Through the transformation of the glorious WTF-Films into the even more glorious Exploder Button and the ensuing server changes, some of my old columns for the site have gone the way of all things internet. I’m going to repost them here in irregular intervals in addition to my usual ramblings.
Please keep in mind these are the old posts without any re-writes or
improvements. Furthermore, many of these pieces were written years ago, so if
you feel offended or need to violently disagree with me in the comments, you can
be pretty sure I won’t know why I wrote what I wrote anymore anyhow.
In a near-future Tokyo where human-like (and dog-like) androids are quite
typical household appliances for the discerning otaku, an old man reminisces
wistfully to his beloved, now battery-less and unmoving Maid-Droid Maria (Anri
Suzuki) about their shared life. A sexless life (at least in the Bill Clinton
sense of the phrase), I might add, because Maria was a prototype of her kind and
not fit to be updated for sex. Since the old man was pure-hearted and terribly
in love with his android, this meant a pure virginal love with occasional
blowjobs for them.
While the old man is reminiscing, a robot rapist stalks Tokyo and a female
cop (Mari Yamaguchi?) with strong emotions about the whole android business is
trying her best to find out who built the robot and what went wrong. She will
find a truth bound to bring the film's audience to tears of laughter.
Both plot strands - I use the word "plot" in the broadest possible sense here
- will never meet, but are supposed to mirror each other while demonstrating the
differences between men and women in the writer's and director's minds.
You'd expect a pinku mixing the Japanese pervy love for maids, robots, panty
shots and rape to be the sort of film that's easily explained and dismissed by
exclaiming "Oh those whacky Japanese!" and then looking piously the other way.
Maid-Droid, however, is a bit more complex than it seems.
There is no question that the film is cheap, silly, and at times nastily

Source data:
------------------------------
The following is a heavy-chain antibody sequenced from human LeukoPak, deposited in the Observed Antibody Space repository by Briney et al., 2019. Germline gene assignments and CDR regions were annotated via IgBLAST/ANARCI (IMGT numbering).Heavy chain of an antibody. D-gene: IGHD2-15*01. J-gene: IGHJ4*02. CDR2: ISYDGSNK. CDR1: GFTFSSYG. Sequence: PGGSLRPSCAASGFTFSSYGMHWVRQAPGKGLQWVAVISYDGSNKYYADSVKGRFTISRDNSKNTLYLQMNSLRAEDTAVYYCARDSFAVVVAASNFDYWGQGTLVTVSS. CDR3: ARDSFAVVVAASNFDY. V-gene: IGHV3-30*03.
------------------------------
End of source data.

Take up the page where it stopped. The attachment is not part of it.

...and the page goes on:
misogynistic, but it also very obviously strives to be more than the
masturbation manual it could get away with being for most of its audience.
That's a tradition for the better pinkus, but one wouldn't expect this tradition
to hold in a film this extremely designed for the sensibilities of the most
Of course, the film was directed by Naoyuki Tomomatsu and scripted by his
usual writer Chisato Ogawara (a woman, interestingly), the people who also
brought us Zombie Self-Defense Force and Stacy - Attack of the
Schoolgirl Zombies, so the merely normal is quite out of the question.
Instead, Tomomatsu spends most of the film's running time taking up the
ideological position of a certain part of sex doll loving otaku-dom, which
declares its love (and they mean love in the spiritual sense, too) for
submissive objects to be kind-hearted and pure. I'd even be willing to buy that
argument, if the film wouldn't then go on and blame the android lovers' love for
objects all on human women, who, it argues, all only want pretty, abusive guys.
It's at this point where the misogyny enters. The film first presents the its
argument in its only truly violent scene where a doll lover we seem to be
supposed to identify with kicks the shit out of some women who mocked him on TV.
Hopefully, I don't have to explain why that part of the film bugs me. It
doesn't help that the film's argument becomes rather muddled the longer it is
going on, until it might also be possible that the misogyny is meant as an
ironic way to criticize otaku misogyny through the back door. If that's the
case, it doesn't really work out that way and looks very much look the film's
creative team wanting to have it both ways.
On the other hand, I can't help but admire this little softcore porn film for
trying to think through some of the moral and intellectual questions its premise
brings up, like you'd expect any proper piece of SF to do, just with more
pretend sex. And how many contemporary SF films (with sex or without) want you
to think about them, or take any kind of philosophical stance at all?
Maid-Droid's world-building is also pretty good. Future Japan here
functions quite like you'd expect a land with artificially intelligent robots
who are mostly used for sex and emotional comfort to work, with backlashes
against the androids on one hand, insane sex-bot modders on the other, and a guy
who has uploaded his consciousness into an intensely creepy doll on the mutant
There's a merry sense of insanity dominating the second half of the film,
beginning with a hilarious sex bot test-drive scene and ending with the true
identity of the rapist robot. It (and his glorious red-glowing, rotating penis)
made itself from the part of discarded robot-dogs, you see, still trying to
please its predominantly female owners. Yes, again with the misogyny here, but
also insanely fitting the tone and style of the film and quite funny in its
As if that wasn't enough, the conclusion of the old man's part of the story
takes on such a strange fairy-tale mood that I really don't know what to make of
it. The turn from SF into wish fulfilling fantasy is unexpected, and I'm not
sure how much sense it truly makes in context with the rest of the movie.
Maid-Droid is the sort of film only a select few will like. You need
to stomach its problematic ideology, go with the muddledness of its ideas,
overlook some ropy acting (especially Anri "Maid-Droid" Suzuki's - there's a
reason why she isn't moving or talking for much of the film), and just accept
the insanity and weirdness of it all. But I think that's a perfectly good place
to be in for a film.